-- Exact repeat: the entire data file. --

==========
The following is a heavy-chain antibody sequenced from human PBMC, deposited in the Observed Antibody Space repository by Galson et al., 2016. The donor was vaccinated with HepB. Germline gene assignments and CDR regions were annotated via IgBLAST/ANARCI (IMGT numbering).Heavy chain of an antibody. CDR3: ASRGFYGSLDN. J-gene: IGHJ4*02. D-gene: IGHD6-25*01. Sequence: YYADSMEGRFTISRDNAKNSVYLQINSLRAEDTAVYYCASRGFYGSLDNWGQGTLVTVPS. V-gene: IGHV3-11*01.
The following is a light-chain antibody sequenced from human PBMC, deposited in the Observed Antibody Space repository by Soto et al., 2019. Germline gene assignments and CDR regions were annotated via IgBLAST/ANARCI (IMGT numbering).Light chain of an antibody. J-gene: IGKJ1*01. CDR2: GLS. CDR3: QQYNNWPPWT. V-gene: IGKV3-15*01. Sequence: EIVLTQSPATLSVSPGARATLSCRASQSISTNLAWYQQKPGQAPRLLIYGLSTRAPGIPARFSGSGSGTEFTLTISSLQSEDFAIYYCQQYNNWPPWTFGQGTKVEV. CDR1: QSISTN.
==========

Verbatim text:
The following is a heavy-chain antibody sequenced from human PBMC, deposited in the Observed Antibody Space repository by Galson et al., 2016. The donor was vaccinated with HepB. Germline gene assignments and CDR regions were annotated via IgBLAST/ANARCI (IMGT numbering).Heavy chain of an antibody. CDR3: ASRGFYGSLDN. J-gene: IGHJ4*02. D-gene: IGHD6-25*01. Sequence: YYADSMEGRFTISRDNAKNSVYLQINSLRAEDTAVYYCASRGFYGSLDNWGQGTLVTVPS. V-gene: IGHV3-11*01.
The following is a light-chain antibody sequenced from human PBMC, deposited in the Observed Antibody Space repository by Soto et al., 2019. Germline gene assignments and CDR regions were annotated via IgBLAST/ANARCI (IMGT numbering).Light chain of an antibody. J-gene: IGKJ1*01. CDR2: GLS. CDR3: QQYNNWPPWT. V-gene: IGKV3-15*01. Sequence: EIVLTQSPATLSVSPGARATLSCRASQSISTNLAWYQQKPGQAPRLLIYGLSTRAPGIPARFSGSGSGTEFTLTISSLQSEDFAIYYCQQYNNWPPWTFGQGTKVEV. CDR1: QSISTN.